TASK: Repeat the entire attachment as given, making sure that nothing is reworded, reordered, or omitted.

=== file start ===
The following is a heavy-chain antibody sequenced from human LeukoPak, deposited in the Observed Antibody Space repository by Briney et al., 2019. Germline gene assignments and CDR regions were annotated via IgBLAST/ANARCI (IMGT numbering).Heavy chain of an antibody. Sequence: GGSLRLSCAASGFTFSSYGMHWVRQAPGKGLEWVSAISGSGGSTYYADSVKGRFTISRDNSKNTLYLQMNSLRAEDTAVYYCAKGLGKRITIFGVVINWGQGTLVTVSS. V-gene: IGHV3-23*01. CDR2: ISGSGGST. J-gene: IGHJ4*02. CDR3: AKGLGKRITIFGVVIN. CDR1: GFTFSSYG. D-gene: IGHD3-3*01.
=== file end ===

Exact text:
The following is a heavy-chain antibody sequenced from human LeukoPak, deposited in the Observed Antibody Space repository by Briney et al., 2019. Germline gene assignments and CDR regions were annotated via IgBLAST/ANARCI (IMGT numbering).Heavy chain of an antibody. Sequence: GGSLRLSCAASGFTFSSYGMHWVRQAPGKGLEWVSAISGSGGSTYYADSVKGRFTISRDNSKNTLYLQMNSLRAEDTAVYYCAKGLGKRITIFGVVINWGQGTLVTVSS. V-gene: IGHV3-23*01. CDR2: ISGSGGST. J-gene: IGHJ4*02. CDR3: AKGLGKRITIFGVVIN. CDR1: GFTFSSYG. D-gene: IGHD3-3*01.